Otorhinolaryngology or otolaryngology is a specialized branch of medical practice dealing with conditions that affect the ears, nose, throat, sinuses, head, neck and face. Doctors in this field may be called ear-nose-throat doctors and this may be abbreviated as ENT. Generally, the term otolaryngology is used with greater frequency than the term, otorhinolaryngology, though the latter is slightly more accurate because rhino refers to studying and treating disorders of the nose and sinuses.
The average specialist in otorhinolaryngology sees patients with disorders of the ears, nose, or throat and may follow patients with problems in these areas or offer surgical solutions to present issues. Many people see an ENT for procedures like tonsil and adenoid removal, draining the sinuses, or inserting ear tubes.
It is often the case that people view the ENT as most frequently performing surgeries like tonsillectomies, but this is a vast underestimation of the work these doctors perform. Even if a specialist in otorhinolaryngology doesn’t pursue a subspecialty, this doctor may still provide a vast array of services. These could include removing tumors from the sinuses or addressing disorders of the mouth and throat.
There are presently a large number of subspecialty choices for the physician interested in otorhinolaryngology. People can train to work only with children and become pediatric otolaryngologists. They could specialize in disorders in the nose and be rhinologists, or disorders of the throat and be laryngologists.
Some ENTs are interested most in reconstruction of the face and specialize in plastics, while others find that they are most comfortable treating conditions that affect the head and neck, and become head and neck specialists. Another option is to study the treatment of allergies from the otorhinolaryngology perspective. Alternately, an otolaryngologist might be most interested in disorders affecting the ears and related issues like hearing and balance.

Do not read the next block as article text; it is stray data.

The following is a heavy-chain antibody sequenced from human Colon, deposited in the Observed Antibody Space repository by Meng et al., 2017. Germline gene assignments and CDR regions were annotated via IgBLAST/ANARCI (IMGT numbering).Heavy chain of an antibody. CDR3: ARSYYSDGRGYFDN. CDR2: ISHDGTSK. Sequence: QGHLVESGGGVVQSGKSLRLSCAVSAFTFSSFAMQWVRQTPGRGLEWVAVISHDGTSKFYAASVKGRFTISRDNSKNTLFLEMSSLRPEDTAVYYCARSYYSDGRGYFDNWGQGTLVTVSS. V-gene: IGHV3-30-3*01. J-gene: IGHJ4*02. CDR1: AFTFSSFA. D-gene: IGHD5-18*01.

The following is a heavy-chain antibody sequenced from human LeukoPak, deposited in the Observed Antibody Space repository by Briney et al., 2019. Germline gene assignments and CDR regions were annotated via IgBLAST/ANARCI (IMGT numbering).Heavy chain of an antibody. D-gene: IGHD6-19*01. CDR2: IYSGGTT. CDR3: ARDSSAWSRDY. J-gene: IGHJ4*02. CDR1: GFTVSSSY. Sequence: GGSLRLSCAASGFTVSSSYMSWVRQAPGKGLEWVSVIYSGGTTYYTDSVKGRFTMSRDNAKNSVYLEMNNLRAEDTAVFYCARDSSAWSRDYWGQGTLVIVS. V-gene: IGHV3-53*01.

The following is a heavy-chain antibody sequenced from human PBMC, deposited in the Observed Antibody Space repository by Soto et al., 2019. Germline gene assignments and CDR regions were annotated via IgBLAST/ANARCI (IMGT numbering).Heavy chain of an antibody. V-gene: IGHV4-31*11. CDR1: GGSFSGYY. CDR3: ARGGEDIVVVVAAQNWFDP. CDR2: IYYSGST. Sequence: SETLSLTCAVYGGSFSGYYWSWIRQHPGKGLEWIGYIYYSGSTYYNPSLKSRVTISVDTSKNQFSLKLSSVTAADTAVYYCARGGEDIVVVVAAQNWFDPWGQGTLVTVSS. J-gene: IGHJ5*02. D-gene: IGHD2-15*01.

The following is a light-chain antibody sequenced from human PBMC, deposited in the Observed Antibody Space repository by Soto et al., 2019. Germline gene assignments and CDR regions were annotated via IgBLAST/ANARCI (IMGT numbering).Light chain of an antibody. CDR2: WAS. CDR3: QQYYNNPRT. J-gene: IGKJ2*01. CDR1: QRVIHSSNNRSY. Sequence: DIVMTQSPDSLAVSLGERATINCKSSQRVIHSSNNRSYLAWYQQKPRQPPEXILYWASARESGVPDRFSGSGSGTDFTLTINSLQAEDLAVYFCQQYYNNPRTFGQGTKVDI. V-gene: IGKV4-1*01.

The larger specialization of otorhinolaryngology is often surgical in nature, and it’s not for every physician. People entering this field need deft coordination, steady hands and precision. The length of time it takes to become a board-certified ENT, even without subspecialty, is extensive.
After medical school, the person wishing to become board-certified in otorhinolaryngology completes at least five additional years of study. Any form of subspecialty lengthens the time it will take to complete a program. Many ENTs spend at least six to seven years training after medical school before they begin private practice.
After meeting all requirements and passing exams for board certification, the ENT can work in a variety of venues. Many of them maintain a private practice with surgical privileges at nearby hospitals. Other doctors may become faculty at hospitals, where they perform surgeries, see patients, and potentially train new residents in this field.